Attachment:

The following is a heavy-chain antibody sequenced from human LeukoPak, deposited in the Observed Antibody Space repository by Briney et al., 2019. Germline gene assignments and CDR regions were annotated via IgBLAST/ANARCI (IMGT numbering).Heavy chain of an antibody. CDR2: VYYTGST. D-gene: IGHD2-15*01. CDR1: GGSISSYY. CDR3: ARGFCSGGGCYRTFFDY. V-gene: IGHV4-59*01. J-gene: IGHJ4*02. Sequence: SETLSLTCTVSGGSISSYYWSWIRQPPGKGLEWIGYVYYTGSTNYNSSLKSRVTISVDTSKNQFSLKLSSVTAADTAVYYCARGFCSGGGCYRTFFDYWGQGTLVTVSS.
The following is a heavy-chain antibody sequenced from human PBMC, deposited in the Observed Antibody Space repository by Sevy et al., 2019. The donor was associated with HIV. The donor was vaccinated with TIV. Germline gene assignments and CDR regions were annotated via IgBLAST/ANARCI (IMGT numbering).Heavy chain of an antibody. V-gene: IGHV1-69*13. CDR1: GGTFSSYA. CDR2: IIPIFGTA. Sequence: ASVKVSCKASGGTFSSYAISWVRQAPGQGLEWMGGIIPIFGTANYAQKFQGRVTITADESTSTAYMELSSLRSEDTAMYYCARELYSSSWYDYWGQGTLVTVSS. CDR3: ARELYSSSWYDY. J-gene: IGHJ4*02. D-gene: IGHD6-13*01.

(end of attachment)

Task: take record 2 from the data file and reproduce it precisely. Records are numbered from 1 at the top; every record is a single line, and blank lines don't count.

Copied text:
The following is a heavy-chain antibody sequenced from human PBMC, deposited in the Observed Antibody Space repository by Sevy et al., 2019. The donor was associated with HIV. The donor was vaccinated with TIV. Germline gene assignments and CDR regions were annotated via IgBLAST/ANARCI (IMGT numbering).Heavy chain of an antibody. V-gene: IGHV1-69*13. CDR1: GGTFSSYA. CDR2: IIPIFGTA. Sequence: ASVKVSCKASGGTFSSYAISWVRQAPGQGLEWMGGIIPIFGTANYAQKFQGRVTITADESTSTAYMELSSLRSEDTAMYYCARELYSSSWYDYWGQGTLVTVSS. CDR3: ARELYSSSWYDY. J-gene: IGHJ4*02. D-gene: IGHD6-13*01.